24% of deaths on the battlefield are potentially Survivable. 24%. Is that a low enough number for you? Are you satisfied? Does your training aim to address this?
U.S. Army Rangers have eliminated preventable death on the battlefield. Why haven't other units? "But, but Rangers are Special Operations and have cool guy ninja stuff." What part of the three preventable causes of death is too difficult for a Conventional (Non-SOF) Combat Medic? Or even a non-medic such as an Infantryman? Is bleeding control too difficult? airway management? Needle chest decompressions? Special Operations isn't special because they have cool gear, but instead they are uncommonly good at common tasks. The basics! Rangers also aren't successful just because their medics are good, but because they train their non-medics, and the chain of command not only supports but enforces this medical training.
This article in The Journal of Trauma and Acute Care Surgery, can describe the key components of this prehospital casualty response system, emphasize the importance of leadership, underscore the synergy achieved through collaboration between medical and nonmedical leaders, and provide an example to other organizations and communities striving to achieve success in trauma as measured through improved casualty survival.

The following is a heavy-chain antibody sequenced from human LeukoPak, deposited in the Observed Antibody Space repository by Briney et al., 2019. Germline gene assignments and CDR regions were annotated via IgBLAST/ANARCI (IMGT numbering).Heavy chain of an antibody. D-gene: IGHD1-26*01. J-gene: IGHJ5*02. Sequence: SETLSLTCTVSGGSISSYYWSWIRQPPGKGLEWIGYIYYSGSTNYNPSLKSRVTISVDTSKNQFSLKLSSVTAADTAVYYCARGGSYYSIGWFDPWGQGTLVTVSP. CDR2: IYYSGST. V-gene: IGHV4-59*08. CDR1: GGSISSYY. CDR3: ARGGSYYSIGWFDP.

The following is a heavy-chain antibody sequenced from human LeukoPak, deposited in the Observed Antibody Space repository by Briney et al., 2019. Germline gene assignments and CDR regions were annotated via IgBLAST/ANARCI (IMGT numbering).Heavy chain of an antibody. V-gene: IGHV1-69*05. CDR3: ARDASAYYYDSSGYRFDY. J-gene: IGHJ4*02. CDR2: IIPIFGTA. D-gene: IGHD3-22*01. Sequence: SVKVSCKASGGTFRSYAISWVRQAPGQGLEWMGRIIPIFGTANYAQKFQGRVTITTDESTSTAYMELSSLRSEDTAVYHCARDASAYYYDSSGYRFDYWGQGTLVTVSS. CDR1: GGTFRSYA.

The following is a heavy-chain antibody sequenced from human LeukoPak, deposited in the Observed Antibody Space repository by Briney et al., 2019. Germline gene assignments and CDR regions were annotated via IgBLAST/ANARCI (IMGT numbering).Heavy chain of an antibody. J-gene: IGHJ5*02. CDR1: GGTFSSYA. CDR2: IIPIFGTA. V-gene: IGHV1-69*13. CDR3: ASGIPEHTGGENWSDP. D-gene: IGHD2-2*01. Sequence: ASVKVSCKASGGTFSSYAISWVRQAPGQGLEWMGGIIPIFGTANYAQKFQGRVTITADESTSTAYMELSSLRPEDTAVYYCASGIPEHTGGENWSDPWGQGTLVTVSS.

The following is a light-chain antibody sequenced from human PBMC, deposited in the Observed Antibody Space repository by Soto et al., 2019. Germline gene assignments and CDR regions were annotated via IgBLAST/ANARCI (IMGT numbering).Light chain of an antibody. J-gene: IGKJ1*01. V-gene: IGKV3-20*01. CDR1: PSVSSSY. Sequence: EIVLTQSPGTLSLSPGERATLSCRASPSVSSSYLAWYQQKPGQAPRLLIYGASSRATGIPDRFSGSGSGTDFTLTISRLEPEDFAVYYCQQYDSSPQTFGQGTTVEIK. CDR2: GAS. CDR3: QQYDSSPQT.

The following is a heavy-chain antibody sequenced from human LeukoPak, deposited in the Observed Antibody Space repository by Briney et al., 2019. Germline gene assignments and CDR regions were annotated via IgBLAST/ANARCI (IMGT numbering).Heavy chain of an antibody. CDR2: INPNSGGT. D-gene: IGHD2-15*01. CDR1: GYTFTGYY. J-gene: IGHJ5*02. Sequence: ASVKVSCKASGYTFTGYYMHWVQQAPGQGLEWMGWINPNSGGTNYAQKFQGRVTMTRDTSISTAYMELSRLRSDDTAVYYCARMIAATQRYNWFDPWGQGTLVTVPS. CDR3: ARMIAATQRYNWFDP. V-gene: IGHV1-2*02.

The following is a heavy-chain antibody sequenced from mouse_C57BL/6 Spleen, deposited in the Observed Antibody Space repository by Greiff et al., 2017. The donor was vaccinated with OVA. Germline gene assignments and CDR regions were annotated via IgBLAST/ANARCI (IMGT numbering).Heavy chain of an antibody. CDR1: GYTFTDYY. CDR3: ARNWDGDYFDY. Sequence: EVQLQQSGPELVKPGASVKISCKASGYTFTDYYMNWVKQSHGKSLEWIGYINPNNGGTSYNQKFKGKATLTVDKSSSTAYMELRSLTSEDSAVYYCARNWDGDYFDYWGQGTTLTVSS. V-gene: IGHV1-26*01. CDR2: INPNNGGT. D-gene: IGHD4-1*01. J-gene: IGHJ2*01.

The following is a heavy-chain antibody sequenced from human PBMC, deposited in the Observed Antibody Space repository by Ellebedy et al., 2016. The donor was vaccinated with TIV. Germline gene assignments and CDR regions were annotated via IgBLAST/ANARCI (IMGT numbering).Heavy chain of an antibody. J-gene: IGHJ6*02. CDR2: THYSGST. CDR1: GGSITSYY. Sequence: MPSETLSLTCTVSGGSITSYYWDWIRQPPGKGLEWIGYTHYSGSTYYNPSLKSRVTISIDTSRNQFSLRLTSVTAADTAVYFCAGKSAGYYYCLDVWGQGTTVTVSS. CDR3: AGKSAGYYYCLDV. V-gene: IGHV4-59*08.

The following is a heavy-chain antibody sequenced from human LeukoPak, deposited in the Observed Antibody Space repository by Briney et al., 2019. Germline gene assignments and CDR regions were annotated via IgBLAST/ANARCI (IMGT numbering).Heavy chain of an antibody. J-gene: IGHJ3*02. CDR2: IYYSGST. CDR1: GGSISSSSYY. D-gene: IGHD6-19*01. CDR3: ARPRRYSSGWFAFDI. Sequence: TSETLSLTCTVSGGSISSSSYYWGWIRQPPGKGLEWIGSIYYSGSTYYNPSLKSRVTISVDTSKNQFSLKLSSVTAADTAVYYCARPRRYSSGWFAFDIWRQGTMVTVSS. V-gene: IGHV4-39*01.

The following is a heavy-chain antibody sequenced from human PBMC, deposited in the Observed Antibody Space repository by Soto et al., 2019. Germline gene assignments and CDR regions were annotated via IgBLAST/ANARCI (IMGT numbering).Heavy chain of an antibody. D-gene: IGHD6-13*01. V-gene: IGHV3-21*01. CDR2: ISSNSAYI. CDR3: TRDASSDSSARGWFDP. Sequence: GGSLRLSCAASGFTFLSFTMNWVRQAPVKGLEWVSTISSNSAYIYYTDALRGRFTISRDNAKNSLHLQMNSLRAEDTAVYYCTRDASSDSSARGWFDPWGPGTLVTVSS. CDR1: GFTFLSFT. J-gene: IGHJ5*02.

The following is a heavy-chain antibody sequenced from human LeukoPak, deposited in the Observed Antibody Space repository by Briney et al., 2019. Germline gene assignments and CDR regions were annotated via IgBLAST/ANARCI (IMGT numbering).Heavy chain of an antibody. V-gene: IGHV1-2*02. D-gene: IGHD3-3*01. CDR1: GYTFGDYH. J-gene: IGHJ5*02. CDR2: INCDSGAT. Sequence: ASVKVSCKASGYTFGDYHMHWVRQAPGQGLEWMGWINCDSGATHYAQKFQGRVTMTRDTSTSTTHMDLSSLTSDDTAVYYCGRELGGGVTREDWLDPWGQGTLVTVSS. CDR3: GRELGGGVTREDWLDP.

(( Full Article can be accessed by Military through AMEDD Virtual Library: https://medlinet.amedd.army.mil/ )) Let this motivate Medics, Non-medics and leadership; You can also print out or email the full article and discuss it through your proper leadership channels.
We can do better. 1 out of 4 that died should have came home... #medic #trauma #combatmedic #68w #68whiskey #corpsman #8404 #corpsmanup #PJ #ParaRescue #rdcr #austeremedicine #remotemedicine #tacticalmedicine #tacmed #tacticalems #tccc #tecc #tacticalcombatcasualtycare #specialforcesmedic #specialforcesmedics #socm #combatmedicine #ranger #rangers #RLTW